According to an American Law Report, it is generally the rule that the owner or occupant of a property touching a public sidewalk does not, solely by reason of being the owner, owe to the public a duty to keep the sidewalk in safe condition. This rule of nonliability is not affected by a statute or ordinance requiring an abutter to construct or maintain an adjoining sidewalk, unless there is an express, contrary provision.
However, the abutter will be liable for injuries resulting from a defective or dangerous condition that is created by his or her own acts, which constitutes negligence or a nuisance under the circumstances. For example, an abutter may be liable for injuries resulting from negligent construction, alteration, or repair of the sidewalk, even though these acts in and of themselves do not create liability.
The courts have usually considered compliance with the requirements of a statute regulating the construction of sidewalks. In a number of cases, knowledge or notice of the defect is a factor for liability, although the courts in many other cases have not treated this issue, given the fact that knowledge or notice of a defect on a sidewalk, as well as its direct cause, is difficult to ascertain.
Louisiana falls into this majority, with cases such as Legg v. Palozzola, in which one who knowingly constructed a dangerous sidewalk was liable, as well as Youngblood v. Newspaper Production Co. and Lee v. Baton Rouge, in which abutters were liable when they were the cause of a defect in or obstruction on the sidewalk.
Again, in a 2012 case, Benson v. Women’s Aglow Fellowship, the Court of Appeals affirmed a summary judgment dismissing injury claims. After parking to attend a service at an adjacent church building, the plaintiff unloaded at a curb in from of the defendant’s home. When the plaintiff later approached the car, she did not trip, but rather stepped into a depression in the cement curb and turned her ankle.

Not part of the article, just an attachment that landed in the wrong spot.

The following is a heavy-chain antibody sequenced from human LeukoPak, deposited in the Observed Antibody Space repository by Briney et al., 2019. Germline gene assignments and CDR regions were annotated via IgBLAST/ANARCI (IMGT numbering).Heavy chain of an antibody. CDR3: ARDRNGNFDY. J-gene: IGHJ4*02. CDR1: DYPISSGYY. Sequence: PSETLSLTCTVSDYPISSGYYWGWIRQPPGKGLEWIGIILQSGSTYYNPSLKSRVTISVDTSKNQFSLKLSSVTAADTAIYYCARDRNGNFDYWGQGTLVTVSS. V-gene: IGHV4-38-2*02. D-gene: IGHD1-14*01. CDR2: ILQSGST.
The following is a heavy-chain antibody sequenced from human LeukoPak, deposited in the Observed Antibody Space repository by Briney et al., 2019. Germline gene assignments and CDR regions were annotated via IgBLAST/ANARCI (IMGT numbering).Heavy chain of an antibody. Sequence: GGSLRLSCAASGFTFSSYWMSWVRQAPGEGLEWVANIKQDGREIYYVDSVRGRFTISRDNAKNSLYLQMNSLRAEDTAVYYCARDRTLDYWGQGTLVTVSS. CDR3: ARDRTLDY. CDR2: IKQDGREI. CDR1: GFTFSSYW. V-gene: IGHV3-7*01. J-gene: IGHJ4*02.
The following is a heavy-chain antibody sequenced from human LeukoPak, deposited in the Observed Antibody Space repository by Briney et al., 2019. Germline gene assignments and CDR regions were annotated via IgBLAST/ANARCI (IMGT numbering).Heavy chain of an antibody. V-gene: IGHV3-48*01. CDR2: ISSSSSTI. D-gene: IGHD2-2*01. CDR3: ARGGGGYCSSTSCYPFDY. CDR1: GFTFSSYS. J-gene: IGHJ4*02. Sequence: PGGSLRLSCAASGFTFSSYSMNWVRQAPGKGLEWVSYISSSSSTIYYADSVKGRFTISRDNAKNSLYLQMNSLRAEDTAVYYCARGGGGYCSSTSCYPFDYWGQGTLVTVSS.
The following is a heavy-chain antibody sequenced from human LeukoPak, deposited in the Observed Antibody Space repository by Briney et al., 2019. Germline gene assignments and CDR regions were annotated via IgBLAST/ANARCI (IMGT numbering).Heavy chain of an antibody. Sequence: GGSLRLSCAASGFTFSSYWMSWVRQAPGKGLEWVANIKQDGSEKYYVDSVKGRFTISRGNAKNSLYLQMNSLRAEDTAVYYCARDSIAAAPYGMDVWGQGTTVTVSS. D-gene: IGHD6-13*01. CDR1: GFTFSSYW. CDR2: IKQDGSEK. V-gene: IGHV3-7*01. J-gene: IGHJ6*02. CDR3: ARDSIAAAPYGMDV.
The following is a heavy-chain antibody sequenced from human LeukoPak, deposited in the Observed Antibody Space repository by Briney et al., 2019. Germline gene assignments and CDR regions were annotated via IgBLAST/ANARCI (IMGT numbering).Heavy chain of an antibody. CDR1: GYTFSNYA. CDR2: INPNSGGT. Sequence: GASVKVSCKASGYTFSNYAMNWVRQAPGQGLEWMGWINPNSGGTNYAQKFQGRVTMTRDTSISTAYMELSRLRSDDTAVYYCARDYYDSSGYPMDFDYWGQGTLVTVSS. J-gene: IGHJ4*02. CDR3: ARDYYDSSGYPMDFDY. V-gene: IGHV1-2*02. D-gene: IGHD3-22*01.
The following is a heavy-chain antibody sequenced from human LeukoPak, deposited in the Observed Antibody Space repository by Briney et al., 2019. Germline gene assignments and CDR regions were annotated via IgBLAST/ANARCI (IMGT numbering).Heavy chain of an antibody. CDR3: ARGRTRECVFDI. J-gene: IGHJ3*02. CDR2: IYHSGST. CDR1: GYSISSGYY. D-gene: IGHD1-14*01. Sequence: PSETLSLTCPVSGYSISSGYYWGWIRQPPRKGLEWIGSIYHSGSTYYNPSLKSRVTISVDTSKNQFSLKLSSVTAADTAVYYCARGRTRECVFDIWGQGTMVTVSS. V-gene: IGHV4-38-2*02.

The City owned and was responsible for the curb. Photographs indicated that the curb is slanted and that a small pipe, which is recessed into an expansion joint, runs underground from the defendant’s property to the curb. There was no presence of water, and the plaintiff testified that the depression was covered with direct and grass at the time.
The defendants argued that the pipe was there when they bought the property and that they had nothing to do with its installation, nor the maintenance of or defect in the curb. The court applied the common-law rule by citing Butkiewicz v. Evans, in which the burden for tort liability resulting from a defect in a public sidewalk is placed with the municipality, not the landowner. Louisiana case law held true to the majority rule, as Schully v. Hughes held that a property owner is generally not responsible for repair or maintenance, except where they cause the defect in the sidewalk.
Given the defendants’ denial, the plaintiff was required to present evidence that they did in fact cause the defect in the curb. Although the injured woman’s husband entered the scene immediately after she fell and took pictures the following day, there is nothing to suggest that an essential element of their claim could be established at trial. There is no issue of material fact and summary judgment was granted.
Summary judgment is appropriate when there is no dispute as to a material fact, and where there is no factual support for one or more of the essential elements of the claim. Therefore, because the claimant did not provide evidence to show she could meet the burden of proof at trial, specifically that the property owners caused the chip in the curb, there is no genuine issue of material fact and the claims are dismissed.
If you have been involved in a similar situation and need legal help to bring justice to the situation, contact the Berniard Law Firm at (504) 521-6000 where a qualified attorney will help walk you through your case.